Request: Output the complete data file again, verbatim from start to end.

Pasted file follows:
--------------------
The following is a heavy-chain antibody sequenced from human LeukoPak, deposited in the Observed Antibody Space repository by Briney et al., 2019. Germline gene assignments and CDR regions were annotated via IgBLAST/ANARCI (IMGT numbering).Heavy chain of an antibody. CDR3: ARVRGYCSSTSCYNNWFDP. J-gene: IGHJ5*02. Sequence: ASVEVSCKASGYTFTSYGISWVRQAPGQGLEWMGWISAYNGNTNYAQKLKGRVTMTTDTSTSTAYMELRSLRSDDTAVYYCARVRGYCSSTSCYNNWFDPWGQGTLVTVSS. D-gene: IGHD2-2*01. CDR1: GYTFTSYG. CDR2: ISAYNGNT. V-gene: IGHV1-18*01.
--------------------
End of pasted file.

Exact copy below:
The following is a heavy-chain antibody sequenced from human LeukoPak, deposited in the Observed Antibody Space repository by Briney et al., 2019. Germline gene assignments and CDR regions were annotated via IgBLAST/ANARCI (IMGT numbering).Heavy chain of an antibody. CDR3: ARVRGYCSSTSCYNNWFDP. J-gene: IGHJ5*02. Sequence: ASVEVSCKASGYTFTSYGISWVRQAPGQGLEWMGWISAYNGNTNYAQKLKGRVTMTTDTSTSTAYMELRSLRSDDTAVYYCARVRGYCSSTSCYNNWFDPWGQGTLVTVSS. D-gene: IGHD2-2*01. CDR1: GYTFTSYG. CDR2: ISAYNGNT. V-gene: IGHV1-18*01.